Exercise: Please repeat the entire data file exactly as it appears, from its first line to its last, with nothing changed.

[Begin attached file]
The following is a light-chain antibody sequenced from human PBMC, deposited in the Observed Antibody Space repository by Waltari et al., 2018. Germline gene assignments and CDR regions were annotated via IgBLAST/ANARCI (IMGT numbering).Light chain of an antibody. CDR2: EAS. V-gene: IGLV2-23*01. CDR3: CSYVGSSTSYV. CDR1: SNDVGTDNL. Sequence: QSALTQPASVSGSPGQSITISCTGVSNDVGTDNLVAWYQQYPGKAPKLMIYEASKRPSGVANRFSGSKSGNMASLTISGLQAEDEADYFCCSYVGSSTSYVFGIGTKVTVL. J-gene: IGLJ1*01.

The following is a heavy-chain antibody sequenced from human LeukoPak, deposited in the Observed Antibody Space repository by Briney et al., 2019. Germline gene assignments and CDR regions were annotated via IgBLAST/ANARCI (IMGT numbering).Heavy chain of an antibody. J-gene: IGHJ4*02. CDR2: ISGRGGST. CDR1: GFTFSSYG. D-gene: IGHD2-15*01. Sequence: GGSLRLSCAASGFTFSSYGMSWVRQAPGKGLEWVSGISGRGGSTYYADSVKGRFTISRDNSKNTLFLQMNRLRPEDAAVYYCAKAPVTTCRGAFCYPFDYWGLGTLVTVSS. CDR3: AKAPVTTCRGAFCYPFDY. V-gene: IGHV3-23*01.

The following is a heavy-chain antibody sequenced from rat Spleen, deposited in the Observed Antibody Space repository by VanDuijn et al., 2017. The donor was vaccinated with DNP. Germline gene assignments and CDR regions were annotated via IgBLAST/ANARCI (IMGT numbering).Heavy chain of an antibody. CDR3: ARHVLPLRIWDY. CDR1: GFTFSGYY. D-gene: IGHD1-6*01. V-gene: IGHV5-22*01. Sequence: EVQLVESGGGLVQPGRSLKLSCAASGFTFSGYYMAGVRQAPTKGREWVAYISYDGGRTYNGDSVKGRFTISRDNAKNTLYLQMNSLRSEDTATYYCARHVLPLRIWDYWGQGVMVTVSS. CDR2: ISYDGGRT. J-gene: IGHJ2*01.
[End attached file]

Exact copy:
The following is a light-chain antibody sequenced from human PBMC, deposited in the Observed Antibody Space repository by Waltari et al., 2018. Germline gene assignments and CDR regions were annotated via IgBLAST/ANARCI (IMGT numbering).Light chain of an antibody. CDR2: EAS. V-gene: IGLV2-23*01. CDR3: CSYVGSSTSYV. CDR1: SNDVGTDNL. Sequence: QSALTQPASVSGSPGQSITISCTGVSNDVGTDNLVAWYQQYPGKAPKLMIYEASKRPSGVANRFSGSKSGNMASLTISGLQAEDEADYFCCSYVGSSTSYVFGIGTKVTVL. J-gene: IGLJ1*01.

The following is a heavy-chain antibody sequenced from human LeukoPak, deposited in the Observed Antibody Space repository by Briney et al., 2019. Germline gene assignments and CDR regions were annotated via IgBLAST/ANARCI (IMGT numbering).Heavy chain of an antibody. J-gene: IGHJ4*02. CDR2: ISGRGGST. CDR1: GFTFSSYG. D-gene: IGHD2-15*01. Sequence: GGSLRLSCAASGFTFSSYGMSWVRQAPGKGLEWVSGISGRGGSTYYADSVKGRFTISRDNSKNTLFLQMNRLRPEDAAVYYCAKAPVTTCRGAFCYPFDYWGLGTLVTVSS. CDR3: AKAPVTTCRGAFCYPFDY. V-gene: IGHV3-23*01.

The following is a heavy-chain antibody sequenced from rat Spleen, deposited in the Observed Antibody Space repository by VanDuijn et al., 2017. The donor was vaccinated with DNP. Germline gene assignments and CDR regions were annotated via IgBLAST/ANARCI (IMGT numbering).Heavy chain of an antibody. CDR3: ARHVLPLRIWDY. CDR1: GFTFSGYY. D-gene: IGHD1-6*01. V-gene: IGHV5-22*01. Sequence: EVQLVESGGGLVQPGRSLKLSCAASGFTFSGYYMAGVRQAPTKGREWVAYISYDGGRTYNGDSVKGRFTISRDNAKNTLYLQMNSLRSEDTATYYCARHVLPLRIWDYWGQGVMVTVSS. CDR2: ISYDGGRT. J-gene: IGHJ2*01.